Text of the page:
At the age of 13, Tracey Wainman became the youngest ever Canadian champion when she won the senior title at the 1981 nationals in Halifax, a record that still stands. It was an early-career peak, and her most impressive competition: she won the figures, short and free, with near flawless skates. In the short program, to Kalinka, her double axels and combination were perfect, and in the long program, she pulled off two perfect triple salchows — the first time she had landed them in competition that season, and the first time she had done two triples in one program. She landed two huge double axels, but popped another — perhaps the first indication of trouble to come with that jump — and omitted a fourth at the end, after a freak fall leading up to it while she was simply stroking. She said afterwards she was overexcited, and the program certainly had sparkle, as well as her trademark speed, sense of command, and a growing maturity and sophistication: as Debbi Wilkes said, “She was an old soul”, but in a 13-year-old body.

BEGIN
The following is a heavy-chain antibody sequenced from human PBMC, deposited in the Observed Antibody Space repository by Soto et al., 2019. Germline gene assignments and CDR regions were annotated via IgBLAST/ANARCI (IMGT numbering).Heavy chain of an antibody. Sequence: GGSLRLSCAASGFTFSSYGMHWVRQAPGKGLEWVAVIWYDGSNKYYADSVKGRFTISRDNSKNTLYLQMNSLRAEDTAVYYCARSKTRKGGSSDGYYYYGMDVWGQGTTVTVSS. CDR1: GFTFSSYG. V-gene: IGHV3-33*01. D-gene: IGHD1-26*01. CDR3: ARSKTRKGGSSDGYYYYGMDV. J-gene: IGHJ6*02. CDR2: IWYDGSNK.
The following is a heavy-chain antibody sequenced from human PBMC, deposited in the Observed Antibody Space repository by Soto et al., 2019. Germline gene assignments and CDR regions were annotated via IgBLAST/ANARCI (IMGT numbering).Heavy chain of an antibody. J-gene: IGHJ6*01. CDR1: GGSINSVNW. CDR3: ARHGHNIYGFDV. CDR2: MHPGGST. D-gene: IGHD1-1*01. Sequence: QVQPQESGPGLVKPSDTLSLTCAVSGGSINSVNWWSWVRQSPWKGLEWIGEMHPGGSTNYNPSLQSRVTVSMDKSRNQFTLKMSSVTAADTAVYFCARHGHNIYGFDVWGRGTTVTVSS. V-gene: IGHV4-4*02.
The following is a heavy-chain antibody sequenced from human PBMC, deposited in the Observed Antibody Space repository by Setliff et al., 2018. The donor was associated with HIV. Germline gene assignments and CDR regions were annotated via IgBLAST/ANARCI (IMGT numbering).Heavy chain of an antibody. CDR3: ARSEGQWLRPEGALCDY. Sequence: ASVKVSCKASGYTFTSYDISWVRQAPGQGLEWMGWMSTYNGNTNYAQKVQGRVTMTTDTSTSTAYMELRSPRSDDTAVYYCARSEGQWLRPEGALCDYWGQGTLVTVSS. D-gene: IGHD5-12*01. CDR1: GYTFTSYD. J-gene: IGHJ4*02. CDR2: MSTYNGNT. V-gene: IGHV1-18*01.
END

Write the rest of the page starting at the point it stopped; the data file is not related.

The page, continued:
In the interview afterwards, Debbi Wilkes commented that Wainman had been missing the triple salchows in practice and warmup, and you could sense Wainman’s uneasiness. She explained that she had been suffering from a cold. When Wilkes asked her about how her triple toe loops were progressing, Wainman said she was landing them “off and on”, and that the triple loop was coming, but that it was just “bad timing” and “the wrong time”. Looking back, you could sense how much pressure she was under to get those jumps and the frustration and anxiety she must have felt when the eyes of the skating world were scrutinising her every move.
After the Canadians, Wainman appeared in a documentary news program, W5. The footage shows her landing three double axels in a row, and a triple salchow-double loop combination. But in a newspaper article from the period you could sense trouble looming and tension in the air. The reporter visited the Cricket Club to watch her practise and remarked that Wainman was having trouble with a jump in her preparation for the 1981 Worlds, and was stopping her program and starting again. He noted that she fell on a triple salchow, and Burka told her to slow down the entrance. In the article, he also described how Burka blew up at another reporter. Burka complained that Wainman hadn’t managed to fit in one decent day of training after the nationals, and that her body couldn’t cope with the pressure and attention. Wainman herself admits she felt self-conscious when reporters were around because if she fell, it looked bad.
Here are her short and long programs from 1981 Canadians, and a CTV documentary, and a link to an article from the Montreal Gazette